More than simply turning Turkey into a republic from the decaying caliphate that it had become by the end of World War I, Turkish nationalists under Ataturk wanted to instil secular Turkish nationalism in almost every aspect of Turkish society. Wearing traditional dresses was discouraged, women were allowed to work and forced to appear without the veil in public, mosques and shrines were brought under state control and the state dictated what could or could not be said in places of worship.
According to an anthology edited by R. Kalia, Pakistan: From the Rhetoric of Democracy to Military Dictatorship, Jinnah was an admirer of Ataturk and gifted Grey Wolf to his daughter Dina in 1933.
In Islam and Secularism in Turkey, U. Azak writes that Ataturk wanted to completely integrate Islam in the paradigm of modern Turkish nationalism. Turkish nationalist ideologues thus found it necessary to ‘eliminate the influence of Arabic in Turkish Islam.’ This also meant changing the traditional Ottoman Turkish script to a new Latin-based alphabet. This gradually led to the imposition of the Turkish azaan.
According to Azak, Turkish nationalist ideologues insisted on the ‘vernacularisation of Islam.’ He writes, “The use of Turkish in worship would, according to nationalists, render the word of God more accessible to Turks and lead to the elimination of superstitious beliefs which obstructed the progress of the society. The rational essence of Islam would be unveiled through the Turkification of worship.” So they refashioned Islam as part of the Turkish nationalist project.
Interestingly, in 1930, when the Ataturk regime was planning to completely exorcise Arabic influence from Islam in Turkey, Muhammad Allama Iqbal, during an address to the members of the All India Muslim League, in Allahabad, said: “The truth is that Islam is not a Church [...] I, therefore, demand the formation of a consolidated Muslim State in the best interests of India and Islam. For Islam, [it means] an opportunity to rid itself of the stamp of Arabian Imperialism … and to bring it closer to the spirit of modern times.”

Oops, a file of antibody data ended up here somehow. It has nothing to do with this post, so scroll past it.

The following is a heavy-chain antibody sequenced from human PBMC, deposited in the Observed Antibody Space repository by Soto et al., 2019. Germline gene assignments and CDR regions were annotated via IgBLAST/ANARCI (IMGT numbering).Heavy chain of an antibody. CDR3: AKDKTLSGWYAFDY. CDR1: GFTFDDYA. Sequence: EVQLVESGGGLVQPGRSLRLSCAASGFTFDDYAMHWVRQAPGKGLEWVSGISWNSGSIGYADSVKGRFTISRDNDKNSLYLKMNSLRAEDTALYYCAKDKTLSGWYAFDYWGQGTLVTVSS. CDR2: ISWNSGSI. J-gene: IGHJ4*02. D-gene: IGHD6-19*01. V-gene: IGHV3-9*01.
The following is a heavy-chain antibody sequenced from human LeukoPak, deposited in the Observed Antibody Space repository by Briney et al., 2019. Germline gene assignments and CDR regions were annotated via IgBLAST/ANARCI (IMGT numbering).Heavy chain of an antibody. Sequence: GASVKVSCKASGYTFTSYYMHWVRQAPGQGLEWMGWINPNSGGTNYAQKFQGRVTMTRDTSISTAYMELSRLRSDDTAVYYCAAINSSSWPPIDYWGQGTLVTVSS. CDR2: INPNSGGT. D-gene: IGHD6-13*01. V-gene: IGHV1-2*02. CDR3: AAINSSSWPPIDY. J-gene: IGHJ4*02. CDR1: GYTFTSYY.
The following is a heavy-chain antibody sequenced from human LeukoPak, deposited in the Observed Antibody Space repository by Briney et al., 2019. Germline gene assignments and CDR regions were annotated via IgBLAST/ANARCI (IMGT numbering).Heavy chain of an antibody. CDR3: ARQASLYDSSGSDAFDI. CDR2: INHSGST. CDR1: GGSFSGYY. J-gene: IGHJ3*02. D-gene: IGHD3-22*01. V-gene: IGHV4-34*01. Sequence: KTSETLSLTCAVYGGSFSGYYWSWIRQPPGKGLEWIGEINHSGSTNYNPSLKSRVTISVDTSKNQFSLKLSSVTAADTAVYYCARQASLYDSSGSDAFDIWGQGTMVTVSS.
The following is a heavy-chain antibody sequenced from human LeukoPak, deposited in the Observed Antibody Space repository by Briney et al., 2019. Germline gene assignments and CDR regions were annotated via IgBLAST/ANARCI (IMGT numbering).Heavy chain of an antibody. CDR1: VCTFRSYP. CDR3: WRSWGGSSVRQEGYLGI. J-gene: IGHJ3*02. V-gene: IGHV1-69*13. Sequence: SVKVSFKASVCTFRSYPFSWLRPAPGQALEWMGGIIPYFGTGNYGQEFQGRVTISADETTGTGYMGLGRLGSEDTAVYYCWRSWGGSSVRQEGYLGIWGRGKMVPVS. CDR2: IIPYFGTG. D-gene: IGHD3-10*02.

In 1932, the Turkish azaan was implemented and clerics defying the order were to be arrested and/or heavily fined. The Friday sermon (khutba) too was to be delivered in Turkish. By March 1933, the Turkish azaan had been adopted by all mosques in Turkey. And even though there were some protests, especially in the city of Bursa, they were crushed.
Such manoeuvres were greatly troubling for Islamic groups in India. They understood men such as Jinnah as being South Asian manifestations of Ataturk, especially when, in 1938 on the death of Ataturk, Jinnah praised him as being “the greatest Musalmaan of the modern age.”
Three years after Ataturk’s demise, the penalty for not delivering the azaan in Turkish was relaxed. Nine years later, in 1950, the ban on the Arabic azaan in Turkey was lifted. Even though there was a tendency in some Urdu literary circles till the 1960s in Pakistan to expunge Arabic influence from Urdu poetry — especially by the great poet Noon Meem Rashid — there is no evidence to suggest that even the staunchest Muslim modernist in Pakistan ever planned to change the language of the azaan to Urdu.
Ironically, according to Kurdish Awakening, 59 years later, in 2009, Turkish municipalities governed by the Kurdish nationalist party, the Partiya A tî û Demokrasiyê, had the azaan delivered in Kurdish “to distance the Kurdish masses from the state-controlled Islam of Turkey.”
Published in Dawn, EOS, November 17th, 2019